Nfter the party congress in Beijing, the disillusionment in the West is great. In Beijing, as in Moscow, it looks as if a former oligarchy has finally been replaced by the rule of a strong man who mainly gathers loyal followers around him. As in Moscow, the result of this change could lead to a political and social hardening, which probably does not want a loss of economic dynamism, but accepts it if in doubt if it serves to secure power by restricting freedoms.
A hardening of foreign policy and China’s desire for external influence strengthens the conviction in the West that there is a geopolitical conflict. Decades ago, historians like Paul Kenney and economists like Mancur Olson showed how such behavior fueled a nation’s long-term decline. In the short and medium term, however, these nations are able to mobilize considerable energies. How should the West react to this?
External security is essential
Over time, the traditional model of free trade will have to be expanded to include a political component, for which the term geo-economy, which has become a buzzword, is suitable. This means an understanding that was already widely known in the past, but has been underestimated not least in Germany over the past few decades: international business is good as long as it does not damage one’s own security interests.
This also means, however, that the general suspicion occasionally expressed by critics of an increasingly moralizing or ethics-motivated foreign trade policy in the West cannot be applied to restrictions on free economic activity based on security policy. The guarantee of external security forms a constitutive part of state regulatory policy and every functioning economic and social model.
For years now, a comparison has been drawn between today’s China and the German Empire of the late 19th century, which at the time competed with the British Empire on land and sea. No matter how good this comparison may be: China has been pursuing a foreign trade policy for years that also has geopolitical motives and is characterized by staying power and creating dependencies.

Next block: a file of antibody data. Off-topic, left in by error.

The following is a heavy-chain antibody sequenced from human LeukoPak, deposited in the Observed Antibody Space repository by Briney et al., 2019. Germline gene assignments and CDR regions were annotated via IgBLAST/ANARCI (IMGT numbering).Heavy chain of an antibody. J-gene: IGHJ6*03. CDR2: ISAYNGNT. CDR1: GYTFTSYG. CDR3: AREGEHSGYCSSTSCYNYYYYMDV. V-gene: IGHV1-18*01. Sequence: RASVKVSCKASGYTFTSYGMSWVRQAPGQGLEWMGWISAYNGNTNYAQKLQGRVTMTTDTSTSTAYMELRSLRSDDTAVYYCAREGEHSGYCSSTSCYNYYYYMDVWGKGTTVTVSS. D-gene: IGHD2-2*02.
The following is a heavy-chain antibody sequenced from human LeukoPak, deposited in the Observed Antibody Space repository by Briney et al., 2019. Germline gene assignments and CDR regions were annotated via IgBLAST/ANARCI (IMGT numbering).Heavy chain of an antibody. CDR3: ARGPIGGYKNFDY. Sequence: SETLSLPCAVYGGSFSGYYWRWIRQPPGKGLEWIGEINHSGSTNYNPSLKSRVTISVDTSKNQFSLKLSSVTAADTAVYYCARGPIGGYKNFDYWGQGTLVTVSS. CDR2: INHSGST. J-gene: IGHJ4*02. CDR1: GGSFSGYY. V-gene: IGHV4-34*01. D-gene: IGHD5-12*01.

It is not always clear whether this policy makes economic sense, but it is probably not always important either. Economists like Clemens Fuest have shown that Chinese state-owned companies are willing to buy less profitable and highly indebted companies abroad, as long as they receive strategically important access to raw materials, for example.
Ports are critical infrastructure
Investments in foreign ports may also have an economic background if they serve to optimize global supply chains. But the French communist trade union CGT already knew why, in its heyday after the Second World War, it had particularly courted workers in the French ports in addition to the railway workers: ports are part of a country’s critical infrastructure from both an economic and a military point of view.
However, the West’s overdue acknowledgment of the political externalities of global economic activity must not lead to the other extreme of rampant protectionism. External security can cost money, but the principle of using resources and economic policy instruments as efficiently as possible applies here too. Restrictions on the international division of labor cause significant losses in economic prosperity.
Ever since the oil crises almost 50 years ago, the importance of diversification in sourcing energy and commodities has been well known. But it did not come for free and it takes time, which, as Russia’s war against Ukraine shows, becomes scarce in times of tension. Additional storage of raw materials and preliminary products, which makes sense in view of fragile supply chains, requires investments and ties up financial resources.
The potential to bring outsourced production to the home country appears limited in view of the shortage of skilled workers and often not very profitable due to significantly higher costs, but it does drive inflation. Even after the party congress, doing business with China is of course not fundamentally reprehensible – but underestimating the geopolitical context would be disastrous.